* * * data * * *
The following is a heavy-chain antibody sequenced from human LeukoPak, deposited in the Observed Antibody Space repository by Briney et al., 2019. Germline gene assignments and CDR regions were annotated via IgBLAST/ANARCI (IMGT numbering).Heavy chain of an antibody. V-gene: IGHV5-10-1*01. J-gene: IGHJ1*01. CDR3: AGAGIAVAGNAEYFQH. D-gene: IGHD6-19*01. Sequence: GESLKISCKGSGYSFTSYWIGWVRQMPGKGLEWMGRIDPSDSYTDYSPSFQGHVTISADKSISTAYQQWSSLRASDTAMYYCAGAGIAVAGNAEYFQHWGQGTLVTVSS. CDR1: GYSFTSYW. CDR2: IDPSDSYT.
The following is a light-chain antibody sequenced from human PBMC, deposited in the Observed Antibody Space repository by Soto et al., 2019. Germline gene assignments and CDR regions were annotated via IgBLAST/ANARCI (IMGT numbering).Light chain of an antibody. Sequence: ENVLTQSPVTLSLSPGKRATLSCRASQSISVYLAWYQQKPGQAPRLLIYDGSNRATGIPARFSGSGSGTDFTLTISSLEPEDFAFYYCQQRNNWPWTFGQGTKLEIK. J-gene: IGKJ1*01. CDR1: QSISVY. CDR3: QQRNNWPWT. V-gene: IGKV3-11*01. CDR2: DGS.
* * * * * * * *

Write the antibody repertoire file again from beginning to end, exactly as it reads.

The following is a heavy-chain antibody sequenced from human LeukoPak, deposited in the Observed Antibody Space repository by Briney et al., 2019. Germline gene assignments and CDR regions were annotated via IgBLAST/ANARCI (IMGT numbering).Heavy chain of an antibody. V-gene: IGHV5-10-1*01. J-gene: IGHJ1*01. CDR3: AGAGIAVAGNAEYFQH. D-gene: IGHD6-19*01. Sequence: GESLKISCKGSGYSFTSYWIGWVRQMPGKGLEWMGRIDPSDSYTDYSPSFQGHVTISADKSISTAYQQWSSLRASDTAMYYCAGAGIAVAGNAEYFQHWGQGTLVTVSS. CDR1: GYSFTSYW. CDR2: IDPSDSYT.
The following is a light-chain antibody sequenced from human PBMC, deposited in the Observed Antibody Space repository by Soto et al., 2019. Germline gene assignments and CDR regions were annotated via IgBLAST/ANARCI (IMGT numbering).Light chain of an antibody. Sequence: ENVLTQSPVTLSLSPGKRATLSCRASQSISVYLAWYQQKPGQAPRLLIYDGSNRATGIPARFSGSGSGTDFTLTISSLEPEDFAFYYCQQRNNWPWTFGQGTKLEIK. J-gene: IGKJ1*01. CDR1: QSISVY. CDR3: QQRNNWPWT. V-gene: IGKV3-11*01. CDR2: DGS.